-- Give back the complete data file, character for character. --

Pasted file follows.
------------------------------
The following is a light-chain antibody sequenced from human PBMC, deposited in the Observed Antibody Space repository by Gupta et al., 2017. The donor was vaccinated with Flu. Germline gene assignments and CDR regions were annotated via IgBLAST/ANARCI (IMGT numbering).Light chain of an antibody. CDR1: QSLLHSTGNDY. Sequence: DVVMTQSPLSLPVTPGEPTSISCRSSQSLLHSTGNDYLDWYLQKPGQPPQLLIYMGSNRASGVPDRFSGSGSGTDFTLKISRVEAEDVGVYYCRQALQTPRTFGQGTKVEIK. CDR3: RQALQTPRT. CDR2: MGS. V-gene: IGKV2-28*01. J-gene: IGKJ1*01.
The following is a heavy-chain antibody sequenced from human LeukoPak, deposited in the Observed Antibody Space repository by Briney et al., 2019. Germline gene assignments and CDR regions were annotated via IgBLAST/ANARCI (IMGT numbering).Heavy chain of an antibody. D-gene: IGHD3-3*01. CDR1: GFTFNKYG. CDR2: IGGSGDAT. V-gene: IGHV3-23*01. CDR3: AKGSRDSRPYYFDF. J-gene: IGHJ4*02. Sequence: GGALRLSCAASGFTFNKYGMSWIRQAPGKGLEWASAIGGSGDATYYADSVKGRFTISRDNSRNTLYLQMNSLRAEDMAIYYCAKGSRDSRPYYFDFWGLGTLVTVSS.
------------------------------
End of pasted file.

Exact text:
The following is a light-chain antibody sequenced from human PBMC, deposited in the Observed Antibody Space repository by Gupta et al., 2017. The donor was vaccinated with Flu. Germline gene assignments and CDR regions were annotated via IgBLAST/ANARCI (IMGT numbering).Light chain of an antibody. CDR1: QSLLHSTGNDY. Sequence: DVVMTQSPLSLPVTPGEPTSISCRSSQSLLHSTGNDYLDWYLQKPGQPPQLLIYMGSNRASGVPDRFSGSGSGTDFTLKISRVEAEDVGVYYCRQALQTPRTFGQGTKVEIK. CDR3: RQALQTPRT. CDR2: MGS. V-gene: IGKV2-28*01. J-gene: IGKJ1*01.
The following is a heavy-chain antibody sequenced from human LeukoPak, deposited in the Observed Antibody Space repository by Briney et al., 2019. Germline gene assignments and CDR regions were annotated via IgBLAST/ANARCI (IMGT numbering).Heavy chain of an antibody. D-gene: IGHD3-3*01. CDR1: GFTFNKYG. CDR2: IGGSGDAT. V-gene: IGHV3-23*01. CDR3: AKGSRDSRPYYFDF. J-gene: IGHJ4*02. Sequence: GGALRLSCAASGFTFNKYGMSWIRQAPGKGLEWASAIGGSGDATYYADSVKGRFTISRDNSRNTLYLQMNSLRAEDMAIYYCAKGSRDSRPYYFDFWGLGTLVTVSS.